Branden Dawson and Michigan State must try to rebound from a pair of tough losses to nationally ranked opponents. (Dale G. Young/Detroit News)
East Lansing -- Big just got a bit bigger, for different reasons. Michigan and Michigan State aren't merely scrapping for Big Ten contention and tournament seeds now. They're scrapping to right themselves, and yes, define themselves.
This is the sobering truth about Big Ten basketball this season. You let down, you get beat up. The Wolverines were embarrassed by the Nittany Lions. The Spartans have lost two straight to top teams, which has Tom Izzo on edge, trying to remind antsy fans what they're seeing.
In college basketball's best conference, in a season of profound nationwide parity, it's hard to know what we're seeing. Michigan State is dominant! (After hammering Michigan, 75-52). Michigan State is shaky! (After losing tight ones to Indiana and Ohio State).
Michigan is terrific! (After ascending to No. 1). Michigan is awful! (After losing to last-place Penn State, 84-78).
Well, who's who and what's what? On Sunday in the Crisler Center, we're going to discover a lot, and I expect it to be more fiercely contested than the first clash. The Wolverines (23-5) appear cracked, but if they put the pieces together in this one, they'll look entirely different. The Spartans (22-6) appear slightly flawed, but if they beat the Wolverines again, they'll look entirely different.
Michigan desperately needs a win to show it has the mental and physical fortitude to hang with the big boys. Weak defense is an issue that hasn't gone away. If the Wolverines were hungry to avenge the pounding in East Lansing, the mood should be pure anger now.
But the Spartans have their own fuel, and while the first meeting was a testament to toughness, this is a test of resilience.
"Everybody wants to know what's wrong with teams. Well, you go through stretches and get your brains beat in, even when you're winning, and it's hard to stay up for every game," Izzo said earlier in the week. "I think our guys are gonna be motivated, too. I don't fear it. Except if people start telling our guys, 'Aw, you beat 'em by 20, it should be an easy game.'"
That was a shot at twisted expectations, as Izzo continues to grapple with the social-media stratosphere. He suggested his team had gotten "fat and sassy," and if you mention the T-word (not Tournament), he'll get atwitter about Twitter.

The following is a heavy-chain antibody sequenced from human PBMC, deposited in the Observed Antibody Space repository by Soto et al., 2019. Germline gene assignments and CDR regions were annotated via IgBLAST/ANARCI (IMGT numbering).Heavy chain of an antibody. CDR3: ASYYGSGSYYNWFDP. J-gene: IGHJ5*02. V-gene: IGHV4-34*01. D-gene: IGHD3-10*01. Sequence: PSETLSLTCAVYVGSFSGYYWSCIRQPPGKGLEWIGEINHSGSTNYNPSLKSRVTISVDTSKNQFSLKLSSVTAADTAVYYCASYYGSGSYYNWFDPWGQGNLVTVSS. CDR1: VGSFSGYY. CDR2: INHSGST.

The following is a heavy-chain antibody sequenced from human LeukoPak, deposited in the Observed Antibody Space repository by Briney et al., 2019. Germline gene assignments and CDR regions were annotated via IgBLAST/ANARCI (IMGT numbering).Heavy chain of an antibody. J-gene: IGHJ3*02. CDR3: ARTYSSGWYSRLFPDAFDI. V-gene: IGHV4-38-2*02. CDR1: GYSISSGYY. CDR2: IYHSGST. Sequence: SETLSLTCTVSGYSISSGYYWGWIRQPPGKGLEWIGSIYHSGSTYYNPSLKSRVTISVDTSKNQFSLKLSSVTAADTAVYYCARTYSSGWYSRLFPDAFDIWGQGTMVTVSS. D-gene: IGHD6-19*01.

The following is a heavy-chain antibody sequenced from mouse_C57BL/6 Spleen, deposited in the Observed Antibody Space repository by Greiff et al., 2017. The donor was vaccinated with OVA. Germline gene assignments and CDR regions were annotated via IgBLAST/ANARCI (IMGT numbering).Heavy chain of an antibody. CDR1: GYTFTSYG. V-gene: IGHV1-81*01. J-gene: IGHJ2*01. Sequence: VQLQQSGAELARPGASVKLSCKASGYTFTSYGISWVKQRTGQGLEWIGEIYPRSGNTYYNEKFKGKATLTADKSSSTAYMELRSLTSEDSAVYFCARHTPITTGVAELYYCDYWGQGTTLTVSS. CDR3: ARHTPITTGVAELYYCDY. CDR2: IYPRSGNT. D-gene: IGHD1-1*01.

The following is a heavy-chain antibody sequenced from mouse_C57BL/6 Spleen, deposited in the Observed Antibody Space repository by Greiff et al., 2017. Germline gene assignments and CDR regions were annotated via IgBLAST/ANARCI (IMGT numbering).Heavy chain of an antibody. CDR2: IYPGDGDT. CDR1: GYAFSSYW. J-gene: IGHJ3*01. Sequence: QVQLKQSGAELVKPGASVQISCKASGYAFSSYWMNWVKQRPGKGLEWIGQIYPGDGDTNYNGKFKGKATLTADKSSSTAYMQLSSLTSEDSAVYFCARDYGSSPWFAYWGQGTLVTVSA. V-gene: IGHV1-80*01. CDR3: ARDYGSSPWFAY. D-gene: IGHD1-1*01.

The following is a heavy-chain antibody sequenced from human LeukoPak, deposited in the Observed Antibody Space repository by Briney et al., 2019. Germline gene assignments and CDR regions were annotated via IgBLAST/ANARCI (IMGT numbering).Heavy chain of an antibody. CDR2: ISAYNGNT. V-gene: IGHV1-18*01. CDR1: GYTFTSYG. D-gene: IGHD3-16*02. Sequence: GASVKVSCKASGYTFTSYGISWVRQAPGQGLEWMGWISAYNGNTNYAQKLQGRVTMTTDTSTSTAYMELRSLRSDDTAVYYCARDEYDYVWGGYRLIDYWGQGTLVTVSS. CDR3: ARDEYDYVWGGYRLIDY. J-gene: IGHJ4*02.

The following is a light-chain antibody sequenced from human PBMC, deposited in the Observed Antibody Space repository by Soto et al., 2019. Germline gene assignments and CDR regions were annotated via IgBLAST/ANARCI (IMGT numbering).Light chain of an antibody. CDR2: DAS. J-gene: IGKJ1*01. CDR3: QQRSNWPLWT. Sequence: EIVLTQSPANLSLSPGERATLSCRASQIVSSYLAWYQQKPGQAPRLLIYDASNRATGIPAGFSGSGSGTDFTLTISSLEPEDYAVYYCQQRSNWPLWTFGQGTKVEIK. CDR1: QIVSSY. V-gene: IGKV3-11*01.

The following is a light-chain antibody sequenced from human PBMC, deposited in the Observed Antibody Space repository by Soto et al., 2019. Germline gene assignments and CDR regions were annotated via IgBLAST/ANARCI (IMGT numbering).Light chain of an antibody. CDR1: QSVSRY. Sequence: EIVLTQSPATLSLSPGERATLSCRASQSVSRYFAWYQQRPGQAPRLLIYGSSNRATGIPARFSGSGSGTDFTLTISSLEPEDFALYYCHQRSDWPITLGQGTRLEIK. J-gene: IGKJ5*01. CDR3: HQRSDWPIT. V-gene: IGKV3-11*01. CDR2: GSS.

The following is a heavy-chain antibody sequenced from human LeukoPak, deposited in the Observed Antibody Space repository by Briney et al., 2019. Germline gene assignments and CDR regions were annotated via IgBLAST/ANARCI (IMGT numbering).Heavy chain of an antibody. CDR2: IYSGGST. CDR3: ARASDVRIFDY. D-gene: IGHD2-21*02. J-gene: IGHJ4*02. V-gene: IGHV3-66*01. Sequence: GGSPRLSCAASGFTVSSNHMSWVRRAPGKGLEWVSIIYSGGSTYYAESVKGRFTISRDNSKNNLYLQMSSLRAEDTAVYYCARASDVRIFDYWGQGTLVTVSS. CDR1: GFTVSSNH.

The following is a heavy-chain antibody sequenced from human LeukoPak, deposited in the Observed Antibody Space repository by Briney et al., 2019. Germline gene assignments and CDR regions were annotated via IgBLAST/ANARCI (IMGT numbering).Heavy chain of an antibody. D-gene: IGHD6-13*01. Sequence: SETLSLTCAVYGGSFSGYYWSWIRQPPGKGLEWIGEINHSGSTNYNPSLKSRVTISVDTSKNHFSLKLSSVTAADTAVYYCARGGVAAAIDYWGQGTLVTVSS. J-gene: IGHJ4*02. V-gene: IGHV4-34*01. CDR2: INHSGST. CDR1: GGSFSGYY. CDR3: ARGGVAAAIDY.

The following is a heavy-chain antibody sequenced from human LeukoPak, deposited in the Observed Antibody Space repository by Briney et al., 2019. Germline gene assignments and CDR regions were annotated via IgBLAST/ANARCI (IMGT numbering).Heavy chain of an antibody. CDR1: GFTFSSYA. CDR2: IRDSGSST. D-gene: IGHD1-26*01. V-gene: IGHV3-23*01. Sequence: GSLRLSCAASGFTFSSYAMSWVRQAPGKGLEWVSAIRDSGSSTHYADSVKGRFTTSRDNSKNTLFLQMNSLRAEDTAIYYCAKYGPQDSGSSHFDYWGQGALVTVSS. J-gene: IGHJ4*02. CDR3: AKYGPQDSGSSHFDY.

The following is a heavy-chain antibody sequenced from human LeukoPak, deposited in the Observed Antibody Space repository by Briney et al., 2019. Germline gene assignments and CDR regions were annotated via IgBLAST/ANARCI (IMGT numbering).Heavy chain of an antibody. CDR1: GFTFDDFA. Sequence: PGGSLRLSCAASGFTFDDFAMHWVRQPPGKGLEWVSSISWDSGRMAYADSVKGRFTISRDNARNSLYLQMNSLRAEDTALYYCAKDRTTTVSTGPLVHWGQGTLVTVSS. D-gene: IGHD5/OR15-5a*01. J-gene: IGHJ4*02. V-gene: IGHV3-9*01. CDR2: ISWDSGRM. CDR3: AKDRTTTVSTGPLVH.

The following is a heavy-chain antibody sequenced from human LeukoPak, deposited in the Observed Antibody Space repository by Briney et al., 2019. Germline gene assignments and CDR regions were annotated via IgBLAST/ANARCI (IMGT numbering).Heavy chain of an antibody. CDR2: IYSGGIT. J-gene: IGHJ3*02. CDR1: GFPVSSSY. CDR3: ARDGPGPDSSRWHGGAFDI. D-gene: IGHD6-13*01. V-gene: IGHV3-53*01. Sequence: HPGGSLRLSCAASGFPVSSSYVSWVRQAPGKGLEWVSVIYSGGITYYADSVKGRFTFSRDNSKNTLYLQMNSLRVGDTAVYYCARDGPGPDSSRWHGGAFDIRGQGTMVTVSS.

"Around here, nobody used to panic over three or four losses," Izzo said. "Now if there's two in a row, it's time to shut down the town. All the distractions aren't easy for coaches to deal with. Players are human. You want to half keep them off Twitter, half put them on Twitter. I think I'm gonna get a fictitious Twitter, and when we're playing bad, I'm gonna fictitiously tell my guys how good they are. And when we're playing good, I'm gonna fictitiously tell them how bad they are."
I think he was only half-joking. But if Izzo thought he had worries, imagine John Beilein's distress after Michigan melted horribly at Penn State, which was 0-14 in the conference. He's learning what Izzo has recognized for years, that in the brightest spotlight, it's difficult to keep players focused.
Even for teams like Indiana, which just lost at Minnesota, there's no escaping. My goodness, the No. 1 ranking has been batted around so often, it actually might end up in Gonzaga's grubby little hands.
Social (media) anxiety
Parity doesn't excuse or explain everything. While Izzo frets about perceptions, Beilein has to hammer a point without beating his team down, as he and his staff try to fix the defense. Michigan lacks size and strength inside, something a healthier Jordan Morgan could address. In the loss at Michigan State, Derrick Nix and Adreian Payne pounded away.
This is new for Beilein, who never has had a team that stirred such expectations, at a time when the in-state rivalry is hotter than it's ever been.
"I realize how fragile teams are, especially at this level, with so many egos, so much attention," Beilein said last week. "I haven't stayed at places long enough to realize building a program is one thing, but maintaining it is a different challenge. It speaks so highly of what Michigan State has done, what Wisconsin has been able to do."
Assistant Bacari Alexander is Michigan's de facto Twitter policeman, monitoring messages. It might seem frivolous, but if you're a young player navigating a long season, it's not easy to keep your confidence intact.
Michigan asks a ton of star Trey Burke, who was frustrated by Penn State's hawking defense and then griped about the officiating. Michigan State asks a ton of Keith Appling, who appears worn down by all his responsibilities.
But hey, you want to play in a brutally tough conference, you have to survive it. Big Ten basketball is great for fans, great for TV, great for debate. It's just not so great for the coaches, who recognize how quickly teams can get exposed.
"If you're going to win championships, you have to win games like this when you're on the road up by 15 with 10 to go," Beilein said after the Penn State loss. "We didn't have what it takes, and it's that simple."
The Wolverines seemed to have it a month ago, when the chatter was about the Big Ten championship and a No. 1 seed. Same for the Spartans. Someone is about to turn it back around and perhaps cement a spot in the Auburn Hills bracket of the Tournament. And someone is about to suffer another reality slap in a crazy season where up is down and down is up, and directions change with little warning and lots of noise.